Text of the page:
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Road Trip Renewal



This time last week, I was hiking with my husband in Palo Duro Canyon, a state park near Amarillo, Texas. It was the last day of a short vacation. I understood all the risks we might incur on such a trip, but it was a surprising renewal of both my spirit and his.


This pandemic has kept so many people apart, my husband and his daughter included. He was hesitant to fly up to see her at the risk of exposing her to the virus. Before we knew it, a whole year had passed. She is at the tween age where phone calls are an annoyance and texts are few and far between so it was crucial for their relationship to have a visit.


We decided that he would drive the 16 hours to Rapid City, stopping overnight somewhere in between. He would visit with her for the week and then I would fly up to join him for the long drive back. Knowing how many friends have traveled in the past year without incident, I wasn't overly fearful of the plane ride. It was different, for sure, sitting shoulder to shoulder with a fellow passenger while feeling a need to hold my breath. The airport reunion after five days apart quickly dismissed that from my mind.


We spent Thursday and Friday driving around Rapid City and the Black Hills. My husband lived there for most of his 20's and 30's, so the tour stops included things like Ryan's first home purchase, the lake where he ice fishes on his visits, and his ex-mother-in-law's house. That last one was more about the view from her neighborhood than the landmark itself.



Our Friday drive through the Black Hills included Mt. Rushmore, the Crazy Horse monument, and Custer State Park. Ryan and I have been listening to audiobooks about Native American history, so those clashes really came to life for me in this area. As beautiful as it was, it holds so much historical tension. All that aside, the towering ponderosa pines, the wild donkeys, and the rolling hills magically renewed my sense of wonder and adventure, something I didn't even realize I was missing so badly.


Saturday was mostly spent in the car, making an 11-hour trek south through Nebraska, Eastern Colorado, the small sliver of Oklahoma panhandle, and finally, the Lone Star state. As I gazed out at the barren landscape, I was reminded of a different culture clash. Clusters of trees amidst sprawling fields were telltale signs of a farmhouse. I would look for any indication that the farm was still functioning, knowing most were likely long abandoned. In some areas, giant wind turbines spun slowly as cows grazed the fields below.


At one point, I saw what looked like an Arizona haboob on the horizon. As we got closer, we realized it truly was dust rising up from the empty crop fields, clouding the air for miles. The dust bowl days seem alive and well in certain parts of the country. It made our little hobby farm dream seem so insignificant, but it renewed my motivation to do our part for renewable ag practices. My heart breaks for those trying to survive what seems like such an unforgiving way of life.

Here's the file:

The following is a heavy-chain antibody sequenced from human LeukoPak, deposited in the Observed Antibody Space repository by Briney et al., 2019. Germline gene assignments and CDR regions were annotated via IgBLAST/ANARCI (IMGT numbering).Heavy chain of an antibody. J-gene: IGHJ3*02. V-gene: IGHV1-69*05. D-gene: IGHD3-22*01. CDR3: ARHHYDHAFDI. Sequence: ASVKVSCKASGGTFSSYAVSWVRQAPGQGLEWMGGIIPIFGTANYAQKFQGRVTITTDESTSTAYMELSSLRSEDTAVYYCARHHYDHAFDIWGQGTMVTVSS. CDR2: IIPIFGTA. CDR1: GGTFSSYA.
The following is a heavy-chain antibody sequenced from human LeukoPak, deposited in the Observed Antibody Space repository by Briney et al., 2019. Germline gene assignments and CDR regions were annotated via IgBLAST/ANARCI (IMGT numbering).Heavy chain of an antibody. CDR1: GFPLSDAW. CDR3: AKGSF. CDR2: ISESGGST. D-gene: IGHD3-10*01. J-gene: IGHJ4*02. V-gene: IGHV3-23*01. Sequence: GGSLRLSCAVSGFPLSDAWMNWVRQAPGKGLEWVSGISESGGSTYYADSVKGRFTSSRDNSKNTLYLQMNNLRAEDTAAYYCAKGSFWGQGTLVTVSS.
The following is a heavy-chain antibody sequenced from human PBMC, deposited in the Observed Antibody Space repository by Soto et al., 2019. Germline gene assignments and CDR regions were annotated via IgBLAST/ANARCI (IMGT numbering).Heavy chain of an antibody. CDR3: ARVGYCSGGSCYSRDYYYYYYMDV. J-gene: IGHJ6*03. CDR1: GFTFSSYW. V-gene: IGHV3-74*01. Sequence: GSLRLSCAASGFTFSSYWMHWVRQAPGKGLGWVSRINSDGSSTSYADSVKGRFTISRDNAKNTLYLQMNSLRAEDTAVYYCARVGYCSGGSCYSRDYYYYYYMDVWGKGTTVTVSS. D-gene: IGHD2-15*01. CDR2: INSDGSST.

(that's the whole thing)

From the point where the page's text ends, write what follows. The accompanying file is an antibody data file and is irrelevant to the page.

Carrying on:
As we closed in on Amarillo, the pungent smell of sulfur, manure and urine assaulted our noses. It reminded me that we want so many modern conveniences in our lives and rarely stop to consider the machine of industry needed to get it. It was shocking, then, when we drove through the flat plains on the outskirts of the city and came upon the beauty of the canyon for the first time. It was a giant natural wonder among this bustling town where modern and Old West meet.



As a native Texan, this seemed like a place I should have known more about, so it was neat being a tourist in our own backyard. It is the second largest canyon in the United States behind the obvious, which is one I have visited several times in my life. I was surprised that, although it was apparent Palo Duro Canyon wasn't nearly as large as the Grand Canyon, everything looked like a perfectly scaled down version.


The visitor center was closed, but we read a plaque explaining how the park structures were built by the Civilian Conservation Corps in the mid-30's. Much like the resemblance of the park to Arizona itself, I found this connection to my own past fascinating. My Papa worked in the CCC and helped build a park in Safford, AZ. I'm spending so much time writing about the similarities to my grandmothers that I hadn't stopped to realize I followed in his footsteps as well, journeying all the way to Arizona for work.


The canyon walls had the same red, blue and tan striations as the Grand Canyon and overlooked a valley deep below. Unlike its larger companion, the park road takes visitors down into the valley, which is where the camping sites are located. We would only be passing through, but there were plenty of places to stop and enjoy the gorgeous views it boasted.



I was awestruck as we entered the park, and even more so as we stopped for a short hike. I have felt the magic atmosphere of Sedona and this took me right back. One of my last trips was a hike through the red rocks with my Phoenix friends, so even though I have missed them over the past year, I felt incredibly connected to them. The layers of red rock and gypsum connected me to an ancient time. The hike itself connected us to nature in a new and different way than I experience most weekends on the farm.


It has been a strange and complex twelve months. I was contemplating this week how my pandemic stress looks so different than many others, but it was taking a toll on my heart and mind much the same. This little road trip, this journey down the center of America, renewed my sense of wonder, my spirit of adventure, and my love for my husband. Even if its effects are fleeting, it was just what I needed.


"We travel not to escape life, but for life not to escape us." -Anonymous







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